By Guest Blogger, Jason Davis
Ed Tech magazine, which focuses on K-12 issues, in November 2012 published a report on six hot trends in educational technology with a move toward digital-only textbooks as the No. 1 item. According to the report, 37 percent of teachers surveyed — no information was given as to the total number of respondents — say they plan to transition to only digital textbooks within the next one to five years. Just 26.3 percent of them believe they could do so easily given their current network infrastructure.
This is an interesting development, as a move to digital-only textbooks would align with a push by legislators and district officials to implement more technology in the classroom. The push coincides with the need for students to be more techno-savvy as they look for 21st-century jobs.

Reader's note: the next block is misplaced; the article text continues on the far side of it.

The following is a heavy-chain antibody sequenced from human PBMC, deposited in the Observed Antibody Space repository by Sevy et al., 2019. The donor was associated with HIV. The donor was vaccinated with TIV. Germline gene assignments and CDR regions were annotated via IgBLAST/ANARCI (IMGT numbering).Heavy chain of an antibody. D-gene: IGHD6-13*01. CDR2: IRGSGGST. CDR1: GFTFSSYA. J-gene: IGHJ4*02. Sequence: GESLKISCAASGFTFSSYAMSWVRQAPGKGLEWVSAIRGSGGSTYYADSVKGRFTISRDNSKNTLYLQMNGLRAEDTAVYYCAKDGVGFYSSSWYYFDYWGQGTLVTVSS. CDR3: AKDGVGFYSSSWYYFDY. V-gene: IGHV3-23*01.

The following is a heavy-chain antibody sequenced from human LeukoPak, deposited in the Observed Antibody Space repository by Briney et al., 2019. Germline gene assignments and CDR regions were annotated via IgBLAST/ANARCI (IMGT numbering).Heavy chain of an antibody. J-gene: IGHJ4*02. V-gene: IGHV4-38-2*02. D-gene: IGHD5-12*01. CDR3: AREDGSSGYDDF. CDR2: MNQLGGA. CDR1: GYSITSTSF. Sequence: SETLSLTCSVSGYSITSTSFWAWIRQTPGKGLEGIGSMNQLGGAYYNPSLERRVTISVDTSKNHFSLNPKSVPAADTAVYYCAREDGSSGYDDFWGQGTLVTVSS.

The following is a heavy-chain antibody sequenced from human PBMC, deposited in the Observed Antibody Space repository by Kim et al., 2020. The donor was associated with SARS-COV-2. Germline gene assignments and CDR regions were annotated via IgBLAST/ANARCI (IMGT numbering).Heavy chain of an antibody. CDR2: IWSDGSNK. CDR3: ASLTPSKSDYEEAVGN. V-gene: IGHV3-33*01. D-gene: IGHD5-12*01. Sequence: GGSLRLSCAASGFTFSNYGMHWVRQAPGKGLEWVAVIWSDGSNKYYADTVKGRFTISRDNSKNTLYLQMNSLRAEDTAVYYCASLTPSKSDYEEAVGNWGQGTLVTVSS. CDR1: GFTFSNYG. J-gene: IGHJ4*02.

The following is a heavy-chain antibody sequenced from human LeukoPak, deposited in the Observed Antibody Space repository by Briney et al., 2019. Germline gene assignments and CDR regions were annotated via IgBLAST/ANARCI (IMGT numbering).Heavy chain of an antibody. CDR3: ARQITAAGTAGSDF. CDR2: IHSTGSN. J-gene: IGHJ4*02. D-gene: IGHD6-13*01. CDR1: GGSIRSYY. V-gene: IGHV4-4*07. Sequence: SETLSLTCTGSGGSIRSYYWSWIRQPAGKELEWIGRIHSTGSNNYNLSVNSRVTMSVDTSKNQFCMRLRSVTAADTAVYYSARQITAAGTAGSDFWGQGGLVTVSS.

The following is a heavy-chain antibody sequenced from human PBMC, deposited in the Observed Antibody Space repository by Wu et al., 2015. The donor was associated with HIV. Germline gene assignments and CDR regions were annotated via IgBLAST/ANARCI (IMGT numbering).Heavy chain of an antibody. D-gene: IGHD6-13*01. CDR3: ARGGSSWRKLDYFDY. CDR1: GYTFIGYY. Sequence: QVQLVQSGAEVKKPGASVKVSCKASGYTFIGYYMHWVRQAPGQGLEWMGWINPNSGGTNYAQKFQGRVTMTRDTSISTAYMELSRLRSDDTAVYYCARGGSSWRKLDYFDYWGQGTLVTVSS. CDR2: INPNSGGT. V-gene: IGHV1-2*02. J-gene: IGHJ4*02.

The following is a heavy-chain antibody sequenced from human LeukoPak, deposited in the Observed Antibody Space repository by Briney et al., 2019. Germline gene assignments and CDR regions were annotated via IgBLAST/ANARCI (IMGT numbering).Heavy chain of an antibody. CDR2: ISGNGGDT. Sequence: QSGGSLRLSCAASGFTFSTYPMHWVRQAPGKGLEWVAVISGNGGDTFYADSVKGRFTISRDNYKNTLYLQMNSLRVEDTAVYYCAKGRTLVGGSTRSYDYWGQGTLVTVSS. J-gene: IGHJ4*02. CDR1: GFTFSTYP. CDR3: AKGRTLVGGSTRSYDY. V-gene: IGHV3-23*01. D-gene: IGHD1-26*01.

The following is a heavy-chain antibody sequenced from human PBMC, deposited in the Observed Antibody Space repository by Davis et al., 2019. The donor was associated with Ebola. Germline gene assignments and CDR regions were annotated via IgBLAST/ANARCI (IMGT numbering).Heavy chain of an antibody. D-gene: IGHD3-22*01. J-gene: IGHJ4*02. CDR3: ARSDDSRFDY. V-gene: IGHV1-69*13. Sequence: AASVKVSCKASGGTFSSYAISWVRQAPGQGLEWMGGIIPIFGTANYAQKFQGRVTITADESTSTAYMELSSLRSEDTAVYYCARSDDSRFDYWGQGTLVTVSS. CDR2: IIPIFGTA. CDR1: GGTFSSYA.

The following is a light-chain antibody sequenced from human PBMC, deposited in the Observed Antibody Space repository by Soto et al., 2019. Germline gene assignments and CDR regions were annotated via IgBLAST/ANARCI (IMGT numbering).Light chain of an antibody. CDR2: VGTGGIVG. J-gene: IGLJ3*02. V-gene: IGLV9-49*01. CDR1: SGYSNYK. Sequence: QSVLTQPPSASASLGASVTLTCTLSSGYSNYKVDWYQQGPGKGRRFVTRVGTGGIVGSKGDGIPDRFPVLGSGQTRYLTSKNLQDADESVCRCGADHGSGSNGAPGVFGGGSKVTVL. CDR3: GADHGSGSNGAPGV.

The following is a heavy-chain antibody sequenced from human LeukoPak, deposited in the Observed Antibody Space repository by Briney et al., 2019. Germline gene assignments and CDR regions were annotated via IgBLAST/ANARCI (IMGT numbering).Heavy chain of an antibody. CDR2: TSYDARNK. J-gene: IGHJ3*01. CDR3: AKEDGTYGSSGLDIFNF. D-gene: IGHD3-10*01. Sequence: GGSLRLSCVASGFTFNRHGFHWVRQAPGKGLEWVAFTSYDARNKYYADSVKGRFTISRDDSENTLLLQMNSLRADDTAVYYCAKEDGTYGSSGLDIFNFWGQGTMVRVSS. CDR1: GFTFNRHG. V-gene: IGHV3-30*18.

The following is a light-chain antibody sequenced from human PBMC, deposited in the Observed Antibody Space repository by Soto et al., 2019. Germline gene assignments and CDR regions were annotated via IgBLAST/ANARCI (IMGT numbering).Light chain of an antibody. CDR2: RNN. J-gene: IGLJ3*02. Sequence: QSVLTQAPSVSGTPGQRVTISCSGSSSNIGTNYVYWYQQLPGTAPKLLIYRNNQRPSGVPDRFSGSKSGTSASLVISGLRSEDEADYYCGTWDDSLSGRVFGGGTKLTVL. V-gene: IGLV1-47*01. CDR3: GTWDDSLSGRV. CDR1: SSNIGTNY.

My question is: who foots the bill for the technology? Would it be the school? Most districts are strapped for cash and looking for ways to slash budgets.
Would the money come via a vote of the public? At a time when so many people are hurting financially, I think it would be tough to sell taxpayers on the idea.
What about funds for upkeep and repair? Would the school or the students be held responsible for that? In principle, the idea sounds like a great one. But, as with many other things, finances are the major hurdle.